The dear man loved our wives, Neale’s Kathy, Murray’s Diane, and my Christine. He loved them. They knew it, understood it, returned it. He is home now. That speaks to our family hope and faith. We are all on the journey from here to there. Jesus made this possible for us.

(I will forever be grateful to Murray and Diane who were the primary caregivers to Mom and Dad during all those years that Neale and I were long distances away.)

Monday, April 28, 2014


Main Lodge
They don't call it a retreat, but an Advance. Good idea. I spent this past weekend with 23 other men at RockRidge Canyon, a SunLife facility near Princeton, BC. Located on a beautiful lake, secluded, and beautiful. Donors have funded one of the most attractive conference and camping venues for children and youth, churches and Christian organizations. The men came from Abbotsford Evangelical Free Church. I preached there for two months during Pastor Randy Lemke's sabbatical.  I was invited to be their guest at this Advance. There was a spiritual purpose of course. We studied about Walking with God and Walking with one another. Resort style meals and free time to walk, to build and shoot rockets   and watch deer, loons on the lake, eagles and magpies. And, proved that I am still a Ping Pong Player to be reckoned with.
Main Lodge

Dining Hall

Hundreds of these at home on a no hunting property

Rockets firing

Saturday, April 19, 2014


This was one of the most profoundly spiritual treatments of the crucifixion I have witnessed. Calvin Dyck of course is excellent and his quartet was comprised of remarkable musicians, a cellist and two violas, to do Joseph Hayden's The Seven Last Words of Christ (1787), an instrumental meditation commissioned for Cadiz in Lent. The four instrumentalists sat in a semi-circle with music stands in front of them. To the left on stage was a table with seven large glass containers with a lighted candle inside each. On stage right was another glass-contained candle. A container and glass of wine.

There are seven brief musical sections to express the seven words/phrases.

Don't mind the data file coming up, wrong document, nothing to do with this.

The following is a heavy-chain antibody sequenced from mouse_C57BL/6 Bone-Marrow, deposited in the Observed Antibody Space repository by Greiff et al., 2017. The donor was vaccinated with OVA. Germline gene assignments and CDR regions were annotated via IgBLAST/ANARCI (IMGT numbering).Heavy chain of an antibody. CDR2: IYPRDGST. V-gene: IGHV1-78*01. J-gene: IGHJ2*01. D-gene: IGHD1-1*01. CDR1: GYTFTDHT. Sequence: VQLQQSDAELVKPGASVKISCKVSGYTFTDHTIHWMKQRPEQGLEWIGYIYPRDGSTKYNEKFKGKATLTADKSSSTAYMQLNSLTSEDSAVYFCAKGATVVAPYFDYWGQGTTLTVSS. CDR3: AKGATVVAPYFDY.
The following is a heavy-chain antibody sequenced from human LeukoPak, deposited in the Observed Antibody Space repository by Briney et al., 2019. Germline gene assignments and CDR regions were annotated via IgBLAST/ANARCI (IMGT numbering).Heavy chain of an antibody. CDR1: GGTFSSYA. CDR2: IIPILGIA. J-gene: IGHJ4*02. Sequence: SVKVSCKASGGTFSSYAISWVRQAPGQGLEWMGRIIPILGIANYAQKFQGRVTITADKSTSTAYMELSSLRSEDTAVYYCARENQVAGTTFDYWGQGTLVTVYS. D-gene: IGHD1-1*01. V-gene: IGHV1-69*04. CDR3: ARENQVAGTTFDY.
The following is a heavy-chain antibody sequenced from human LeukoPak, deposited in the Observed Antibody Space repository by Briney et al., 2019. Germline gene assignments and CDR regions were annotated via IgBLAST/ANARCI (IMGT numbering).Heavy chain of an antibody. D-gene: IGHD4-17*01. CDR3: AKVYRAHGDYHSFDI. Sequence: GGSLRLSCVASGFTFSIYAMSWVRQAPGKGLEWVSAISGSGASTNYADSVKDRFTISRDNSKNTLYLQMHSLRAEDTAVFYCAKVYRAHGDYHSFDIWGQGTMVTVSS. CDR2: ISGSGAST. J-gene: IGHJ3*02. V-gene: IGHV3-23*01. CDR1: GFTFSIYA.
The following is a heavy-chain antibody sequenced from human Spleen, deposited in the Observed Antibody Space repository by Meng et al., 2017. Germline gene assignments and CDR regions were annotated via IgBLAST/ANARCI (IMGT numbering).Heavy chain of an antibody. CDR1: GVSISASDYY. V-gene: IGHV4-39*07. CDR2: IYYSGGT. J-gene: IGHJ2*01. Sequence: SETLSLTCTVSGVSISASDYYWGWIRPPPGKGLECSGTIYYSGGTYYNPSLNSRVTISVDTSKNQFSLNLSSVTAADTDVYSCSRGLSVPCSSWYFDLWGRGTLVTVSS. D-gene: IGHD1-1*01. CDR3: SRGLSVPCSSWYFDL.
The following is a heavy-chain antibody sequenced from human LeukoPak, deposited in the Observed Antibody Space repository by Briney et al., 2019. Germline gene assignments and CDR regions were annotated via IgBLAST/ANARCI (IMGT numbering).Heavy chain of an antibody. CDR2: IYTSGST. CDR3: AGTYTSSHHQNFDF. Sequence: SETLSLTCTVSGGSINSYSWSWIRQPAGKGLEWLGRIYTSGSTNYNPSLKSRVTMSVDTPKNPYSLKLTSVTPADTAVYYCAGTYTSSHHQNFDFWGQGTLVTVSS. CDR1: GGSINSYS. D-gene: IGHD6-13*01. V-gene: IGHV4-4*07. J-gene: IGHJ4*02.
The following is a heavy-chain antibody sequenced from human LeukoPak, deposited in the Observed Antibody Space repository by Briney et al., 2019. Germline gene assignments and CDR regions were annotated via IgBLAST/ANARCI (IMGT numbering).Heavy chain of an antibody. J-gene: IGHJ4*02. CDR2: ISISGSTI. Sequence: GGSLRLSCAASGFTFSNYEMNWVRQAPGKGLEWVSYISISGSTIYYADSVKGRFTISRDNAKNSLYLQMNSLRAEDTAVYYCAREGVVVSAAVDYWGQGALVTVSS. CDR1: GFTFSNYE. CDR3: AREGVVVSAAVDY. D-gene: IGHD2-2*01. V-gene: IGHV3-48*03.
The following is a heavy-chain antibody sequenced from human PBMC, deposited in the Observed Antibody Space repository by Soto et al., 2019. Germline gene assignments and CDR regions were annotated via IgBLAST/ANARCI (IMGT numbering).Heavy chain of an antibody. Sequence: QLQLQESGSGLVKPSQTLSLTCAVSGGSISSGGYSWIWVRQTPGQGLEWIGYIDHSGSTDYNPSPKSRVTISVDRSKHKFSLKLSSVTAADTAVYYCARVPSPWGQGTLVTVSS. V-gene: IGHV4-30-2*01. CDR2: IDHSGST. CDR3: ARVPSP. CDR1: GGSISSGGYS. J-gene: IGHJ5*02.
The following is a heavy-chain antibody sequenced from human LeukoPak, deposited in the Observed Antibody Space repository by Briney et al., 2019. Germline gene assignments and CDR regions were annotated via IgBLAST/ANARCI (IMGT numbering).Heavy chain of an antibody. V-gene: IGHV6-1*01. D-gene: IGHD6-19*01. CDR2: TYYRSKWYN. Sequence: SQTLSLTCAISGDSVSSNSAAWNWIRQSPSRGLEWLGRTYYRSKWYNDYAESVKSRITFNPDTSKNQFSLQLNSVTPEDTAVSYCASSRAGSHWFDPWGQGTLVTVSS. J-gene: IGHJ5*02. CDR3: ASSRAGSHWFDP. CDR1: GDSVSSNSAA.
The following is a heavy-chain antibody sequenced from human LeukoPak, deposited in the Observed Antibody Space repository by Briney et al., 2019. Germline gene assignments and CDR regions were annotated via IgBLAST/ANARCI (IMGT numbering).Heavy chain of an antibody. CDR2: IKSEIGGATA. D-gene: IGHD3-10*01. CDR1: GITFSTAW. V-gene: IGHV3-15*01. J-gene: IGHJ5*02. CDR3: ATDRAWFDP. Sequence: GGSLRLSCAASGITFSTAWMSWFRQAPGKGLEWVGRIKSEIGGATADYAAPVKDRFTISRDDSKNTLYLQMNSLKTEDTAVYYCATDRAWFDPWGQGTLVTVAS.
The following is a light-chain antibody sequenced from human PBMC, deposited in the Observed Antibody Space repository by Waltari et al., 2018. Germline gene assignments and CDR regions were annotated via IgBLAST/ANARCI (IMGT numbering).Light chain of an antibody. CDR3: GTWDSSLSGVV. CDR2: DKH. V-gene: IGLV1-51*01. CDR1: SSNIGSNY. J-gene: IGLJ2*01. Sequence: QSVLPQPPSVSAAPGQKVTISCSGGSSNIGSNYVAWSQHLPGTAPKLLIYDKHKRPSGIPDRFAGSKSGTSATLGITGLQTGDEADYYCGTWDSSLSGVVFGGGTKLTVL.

1. Father forgive them, for they do not know what they do,
2. Today you will be with me in paradise
3. Behold your son: behold your mother
4. My God, my God, why have you forsaken me?
5. I thirst
6. It is finished
7. Father, into your hands I commit my spirit

Between each section, a reader, so called, with memorized script quoted a relevant scripture selection. Then a young female dramatist walked forward to explain in contemporary narrative language the scene and the theology. Then the reader walked to the table of candles, quoted one line of a prayer, and we, the audience completed that prayer with a statement displayed on the three large screens. 
Calvin Dyck
 of this with uncommon dignity and reverence. was no applause at any point. On a couple of occasions a pianist played a well known hymn inviting us to stand to sing words cast on the screen. When the final movement was played, The dramatist picked up the sole candle (Christ’s Life) on the right side of the stage, and carried it down the centre aisle as darkness overtook the auditorium. Words on the screen read something such as, "And now we quietly leave to reflect and to respond to God's loving gift of his Son." People immediately stood and silently left the auditorium. It was memorable and moving because it was not performance but worship.